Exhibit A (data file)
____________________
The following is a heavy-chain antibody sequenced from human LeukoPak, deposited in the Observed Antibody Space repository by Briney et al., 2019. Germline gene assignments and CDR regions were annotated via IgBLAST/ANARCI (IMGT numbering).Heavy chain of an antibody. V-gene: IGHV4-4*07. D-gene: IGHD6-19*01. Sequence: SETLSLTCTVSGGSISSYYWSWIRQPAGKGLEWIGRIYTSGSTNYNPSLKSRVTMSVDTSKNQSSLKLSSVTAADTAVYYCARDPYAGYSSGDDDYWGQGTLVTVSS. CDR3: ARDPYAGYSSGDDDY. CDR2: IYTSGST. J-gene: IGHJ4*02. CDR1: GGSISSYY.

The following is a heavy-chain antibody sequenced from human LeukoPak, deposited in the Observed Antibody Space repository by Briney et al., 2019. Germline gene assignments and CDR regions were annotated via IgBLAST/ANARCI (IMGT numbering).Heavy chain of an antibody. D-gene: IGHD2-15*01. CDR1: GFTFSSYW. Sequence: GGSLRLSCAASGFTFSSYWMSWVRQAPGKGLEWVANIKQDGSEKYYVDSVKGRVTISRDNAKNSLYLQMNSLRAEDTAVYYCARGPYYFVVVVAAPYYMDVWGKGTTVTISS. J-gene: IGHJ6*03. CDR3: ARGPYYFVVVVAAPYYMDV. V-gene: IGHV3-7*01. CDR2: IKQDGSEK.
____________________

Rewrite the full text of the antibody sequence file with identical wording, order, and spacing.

The following is a heavy-chain antibody sequenced from human LeukoPak, deposited in the Observed Antibody Space repository by Briney et al., 2019. Germline gene assignments and CDR regions were annotated via IgBLAST/ANARCI (IMGT numbering).Heavy chain of an antibody. V-gene: IGHV4-4*07. D-gene: IGHD6-19*01. Sequence: SETLSLTCTVSGGSISSYYWSWIRQPAGKGLEWIGRIYTSGSTNYNPSLKSRVTMSVDTSKNQSSLKLSSVTAADTAVYYCARDPYAGYSSGDDDYWGQGTLVTVSS. CDR3: ARDPYAGYSSGDDDY. CDR2: IYTSGST. J-gene: IGHJ4*02. CDR1: GGSISSYY.

The following is a heavy-chain antibody sequenced from human LeukoPak, deposited in the Observed Antibody Space repository by Briney et al., 2019. Germline gene assignments and CDR regions were annotated via IgBLAST/ANARCI (IMGT numbering).Heavy chain of an antibody. D-gene: IGHD2-15*01. CDR1: GFTFSSYW. Sequence: GGSLRLSCAASGFTFSSYWMSWVRQAPGKGLEWVANIKQDGSEKYYVDSVKGRVTISRDNAKNSLYLQMNSLRAEDTAVYYCARGPYYFVVVVAAPYYMDVWGKGTTVTISS. J-gene: IGHJ6*03. CDR3: ARGPYYFVVVVAAPYYMDV. V-gene: IGHV3-7*01. CDR2: IKQDGSEK.